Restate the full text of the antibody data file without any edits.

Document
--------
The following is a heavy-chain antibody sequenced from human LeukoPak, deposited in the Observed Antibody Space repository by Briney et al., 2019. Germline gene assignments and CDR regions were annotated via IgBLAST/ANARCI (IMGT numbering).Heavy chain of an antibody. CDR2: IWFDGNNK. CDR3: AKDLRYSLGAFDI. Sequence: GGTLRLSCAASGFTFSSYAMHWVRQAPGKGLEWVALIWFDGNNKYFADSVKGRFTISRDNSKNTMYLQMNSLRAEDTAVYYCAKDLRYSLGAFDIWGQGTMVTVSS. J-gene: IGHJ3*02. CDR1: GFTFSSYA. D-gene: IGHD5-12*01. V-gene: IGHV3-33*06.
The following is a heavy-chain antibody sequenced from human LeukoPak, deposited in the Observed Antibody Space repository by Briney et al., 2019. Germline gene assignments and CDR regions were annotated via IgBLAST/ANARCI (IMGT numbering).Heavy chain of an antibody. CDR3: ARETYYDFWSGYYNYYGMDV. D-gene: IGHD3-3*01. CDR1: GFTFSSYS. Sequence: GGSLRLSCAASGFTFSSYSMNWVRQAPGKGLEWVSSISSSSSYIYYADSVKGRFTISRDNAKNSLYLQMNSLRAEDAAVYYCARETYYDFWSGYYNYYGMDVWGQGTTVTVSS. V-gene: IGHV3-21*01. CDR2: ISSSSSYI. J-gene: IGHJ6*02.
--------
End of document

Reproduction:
The following is a heavy-chain antibody sequenced from human LeukoPak, deposited in the Observed Antibody Space repository by Briney et al., 2019. Germline gene assignments and CDR regions were annotated via IgBLAST/ANARCI (IMGT numbering).Heavy chain of an antibody. CDR2: IWFDGNNK. CDR3: AKDLRYSLGAFDI. Sequence: GGTLRLSCAASGFTFSSYAMHWVRQAPGKGLEWVALIWFDGNNKYFADSVKGRFTISRDNSKNTMYLQMNSLRAEDTAVYYCAKDLRYSLGAFDIWGQGTMVTVSS. J-gene: IGHJ3*02. CDR1: GFTFSSYA. D-gene: IGHD5-12*01. V-gene: IGHV3-33*06.
The following is a heavy-chain antibody sequenced from human LeukoPak, deposited in the Observed Antibody Space repository by Briney et al., 2019. Germline gene assignments and CDR regions were annotated via IgBLAST/ANARCI (IMGT numbering).Heavy chain of an antibody. CDR3: ARETYYDFWSGYYNYYGMDV. D-gene: IGHD3-3*01. CDR1: GFTFSSYS. Sequence: GGSLRLSCAASGFTFSSYSMNWVRQAPGKGLEWVSSISSSSSYIYYADSVKGRFTISRDNAKNSLYLQMNSLRAEDAAVYYCARETYYDFWSGYYNYYGMDVWGQGTTVTVSS. V-gene: IGHV3-21*01. CDR2: ISSSSSYI. J-gene: IGHJ6*02.